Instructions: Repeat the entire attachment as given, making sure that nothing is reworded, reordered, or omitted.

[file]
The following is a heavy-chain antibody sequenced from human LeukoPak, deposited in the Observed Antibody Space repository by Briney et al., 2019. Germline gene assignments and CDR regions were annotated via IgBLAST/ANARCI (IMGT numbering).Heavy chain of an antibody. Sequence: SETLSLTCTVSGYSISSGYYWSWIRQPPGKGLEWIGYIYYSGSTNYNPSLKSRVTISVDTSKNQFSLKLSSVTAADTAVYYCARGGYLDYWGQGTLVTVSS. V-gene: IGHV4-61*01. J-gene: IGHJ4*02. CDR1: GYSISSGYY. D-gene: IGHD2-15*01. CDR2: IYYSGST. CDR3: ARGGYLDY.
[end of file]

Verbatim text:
The following is a heavy-chain antibody sequenced from human LeukoPak, deposited in the Observed Antibody Space repository by Briney et al., 2019. Germline gene assignments and CDR regions were annotated via IgBLAST/ANARCI (IMGT numbering).Heavy chain of an antibody. Sequence: SETLSLTCTVSGYSISSGYYWSWIRQPPGKGLEWIGYIYYSGSTNYNPSLKSRVTISVDTSKNQFSLKLSSVTAADTAVYYCARGGYLDYWGQGTLVTVSS. V-gene: IGHV4-61*01. J-gene: IGHJ4*02. CDR1: GYSISSGYY. D-gene: IGHD2-15*01. CDR2: IYYSGST. CDR3: ARGGYLDY.